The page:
Smartphones

Tips for delivering presentations via your smartphone

It's possible to give a PowerPoint presentation from your smartphone -- just make sure that you keep these rules in mind.

It's possible to give a PowerPoint presentation from your smartphone -- just make sure that you keep these rules in mind.

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Smartphones have enough processing power these days to allow you to run a presentation off the devices. Imagine how great it would be to go the venue carrying a smartphone in your pocket instead of lugging a laptop bag.

You do, however, need to observe a few rules so your presentation doesn't look terrible.

  • First, search for a presentation package for your smartphone. There are plenty to choose from, including Pocket Slides from Conduits Technologies, Inc. The benefits and the pitfalls of the available presentation packages would fill volumes, so try a few and pick one you like.
  • You will need the venue to supply a computer attached to a projector or have a VGA adapter for the smartphone if you want your work to be seen by the entire audience. It is worthwhile to search online for VGA outkits for your model of smartphone; this would allow you to connect directly to a projector and deliver the presentation straight from the device.

    Or, you could connect your smartphone to a laptop using Remote Display via Bluetooth and, instead of being tied to a lectern, you could move around the audience, controlling the slides from your smartphone.

    Alternatively, you could connect your phone to a laptop using Remote Display via Bluetooth and, instead of being tied to a lectern, you could move around the audience, controlling the slides from your smartphone.

    You could use the smartphone simply as a memory stick to bring the presentation to the venue and then transfer it to the venue's PC; however, it would be just as easy to use a memory stick and not have to use ActiveSync although, in my bitter experience, it is a lot easier to lose a USB memory stick than a smartphone.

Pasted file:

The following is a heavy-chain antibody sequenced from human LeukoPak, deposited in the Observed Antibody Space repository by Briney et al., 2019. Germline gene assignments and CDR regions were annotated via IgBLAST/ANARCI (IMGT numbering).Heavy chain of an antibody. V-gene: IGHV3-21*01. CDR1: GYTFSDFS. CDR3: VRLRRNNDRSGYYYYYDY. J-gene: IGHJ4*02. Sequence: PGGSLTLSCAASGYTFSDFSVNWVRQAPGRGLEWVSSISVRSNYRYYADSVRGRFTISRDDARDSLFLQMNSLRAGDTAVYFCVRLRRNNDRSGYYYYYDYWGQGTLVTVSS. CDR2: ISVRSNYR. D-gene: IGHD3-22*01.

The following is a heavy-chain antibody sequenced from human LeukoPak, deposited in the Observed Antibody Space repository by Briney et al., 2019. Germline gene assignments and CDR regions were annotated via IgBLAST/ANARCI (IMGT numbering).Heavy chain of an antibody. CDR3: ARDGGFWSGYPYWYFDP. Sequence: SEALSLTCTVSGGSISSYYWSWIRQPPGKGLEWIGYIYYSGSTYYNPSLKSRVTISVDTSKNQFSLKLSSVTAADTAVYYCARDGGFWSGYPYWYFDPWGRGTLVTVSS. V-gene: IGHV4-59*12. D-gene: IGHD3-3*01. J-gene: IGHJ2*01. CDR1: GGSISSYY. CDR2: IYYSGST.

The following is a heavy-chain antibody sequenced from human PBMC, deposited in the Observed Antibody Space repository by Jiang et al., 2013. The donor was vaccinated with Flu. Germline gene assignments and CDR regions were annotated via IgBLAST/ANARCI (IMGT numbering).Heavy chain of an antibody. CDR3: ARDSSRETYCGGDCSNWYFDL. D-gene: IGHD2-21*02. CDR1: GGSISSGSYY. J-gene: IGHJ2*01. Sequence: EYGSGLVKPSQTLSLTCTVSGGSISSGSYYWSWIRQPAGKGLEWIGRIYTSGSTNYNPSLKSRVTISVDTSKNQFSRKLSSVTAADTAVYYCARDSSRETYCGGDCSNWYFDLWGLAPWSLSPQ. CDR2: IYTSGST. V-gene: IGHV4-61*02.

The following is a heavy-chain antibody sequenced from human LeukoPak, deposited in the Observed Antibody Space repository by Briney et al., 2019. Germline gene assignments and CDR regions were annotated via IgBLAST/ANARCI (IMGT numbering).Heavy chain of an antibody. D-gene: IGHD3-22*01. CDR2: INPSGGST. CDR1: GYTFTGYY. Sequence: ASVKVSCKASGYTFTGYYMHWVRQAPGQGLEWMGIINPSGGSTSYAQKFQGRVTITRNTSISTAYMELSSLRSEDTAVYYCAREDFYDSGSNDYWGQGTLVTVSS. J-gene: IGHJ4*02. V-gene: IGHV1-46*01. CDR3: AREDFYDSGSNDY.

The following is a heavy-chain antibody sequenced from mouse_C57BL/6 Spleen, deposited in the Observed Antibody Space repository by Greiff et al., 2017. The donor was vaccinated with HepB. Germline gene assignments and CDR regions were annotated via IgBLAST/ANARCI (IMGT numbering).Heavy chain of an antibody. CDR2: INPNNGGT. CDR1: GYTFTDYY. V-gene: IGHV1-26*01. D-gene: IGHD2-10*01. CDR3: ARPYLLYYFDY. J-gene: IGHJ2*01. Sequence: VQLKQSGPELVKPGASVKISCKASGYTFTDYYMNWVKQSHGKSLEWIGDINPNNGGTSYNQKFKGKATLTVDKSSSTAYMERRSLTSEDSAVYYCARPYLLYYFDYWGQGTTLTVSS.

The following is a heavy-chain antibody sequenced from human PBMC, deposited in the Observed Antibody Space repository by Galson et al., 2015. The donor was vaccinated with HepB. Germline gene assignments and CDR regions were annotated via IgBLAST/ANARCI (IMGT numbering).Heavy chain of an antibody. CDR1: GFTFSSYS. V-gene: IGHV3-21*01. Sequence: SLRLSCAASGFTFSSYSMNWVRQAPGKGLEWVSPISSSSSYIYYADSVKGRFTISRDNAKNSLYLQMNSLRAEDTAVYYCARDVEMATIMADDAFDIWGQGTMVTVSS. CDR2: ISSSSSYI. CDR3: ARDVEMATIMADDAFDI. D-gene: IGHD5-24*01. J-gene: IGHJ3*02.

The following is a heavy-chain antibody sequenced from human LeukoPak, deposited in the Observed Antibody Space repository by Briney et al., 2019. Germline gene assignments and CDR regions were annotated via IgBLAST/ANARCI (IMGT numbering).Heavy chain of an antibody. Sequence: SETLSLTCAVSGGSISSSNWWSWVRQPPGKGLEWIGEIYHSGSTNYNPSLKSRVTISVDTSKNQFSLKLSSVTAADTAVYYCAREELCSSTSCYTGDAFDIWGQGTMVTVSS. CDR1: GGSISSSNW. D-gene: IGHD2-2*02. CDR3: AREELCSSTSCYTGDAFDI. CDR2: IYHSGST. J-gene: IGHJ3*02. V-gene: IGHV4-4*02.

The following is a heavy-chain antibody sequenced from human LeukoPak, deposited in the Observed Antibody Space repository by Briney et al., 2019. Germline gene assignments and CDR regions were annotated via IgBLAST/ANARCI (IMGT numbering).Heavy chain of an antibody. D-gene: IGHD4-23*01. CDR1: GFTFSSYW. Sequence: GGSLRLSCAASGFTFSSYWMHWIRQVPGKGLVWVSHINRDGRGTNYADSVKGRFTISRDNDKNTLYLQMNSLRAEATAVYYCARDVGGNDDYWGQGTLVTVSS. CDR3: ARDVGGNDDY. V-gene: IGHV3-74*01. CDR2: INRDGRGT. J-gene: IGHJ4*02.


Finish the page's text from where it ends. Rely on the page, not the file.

• Most smartphones have a built-in voice recorder; a good time to use the recorder would be during the Q&A session. If your memory is as bad as mine, it's best to record anything that requires a follow-up because failing to deliver on your promise of further contact is not a good way to further your career.

And, of course, make sure you deliver a good presentation. Many people mistakenly use every PowerPoint feature to embed video, music, animation, and far too much text in their presentations, thus creating a great demonstration of the presenter's PowerPoint skill and often overshadowing the real message of the talk. A good presentation includes simple and meaningful graphics, such as graphs of market share and images of products teamed, with bullet-point type text that the speaker expands on verbally. Keep in mind that you can use your smartphone like it's your personal cue card system.

One downside of delivering a presentation from a smartphone is the screen is smaller and a different shape than a PC screen, so when it is blown up on an OHP screen, the resolution will look grainy. You would have to tailor the text and graphics to allow for this resolution issue. It's yet another reason to keep your PowerPoint slides simple.

At the end of your presentation, you unplug the smartphone, put it in your pocket, and leave. How cool is that?

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1 comments
e_engler
e_engler

Personally, I wouldn't try this without having a dry run with the actual equipment you are connecting to. There are too many points of failure for leaving a presentation to chance, unless you already have another job waiting! Not every pc has an up to date bluetooth driver, most desktops don't have it built-in. Most larger organizations wipe the original OS off the pc and put on a standard image that will not have the newer bluetooth drivers. So you need to pair the devices (bring along your own BT usb just in case), and hope the driver supports the functions you need. And lastly, don't wander too far into the audience in case you lose the connection. BT is really exploding in popularity (see what they are doing with Ford Sync) within a couple of years it should become common to use smart devices for not only presentations but for things we haven't realized we need it for.

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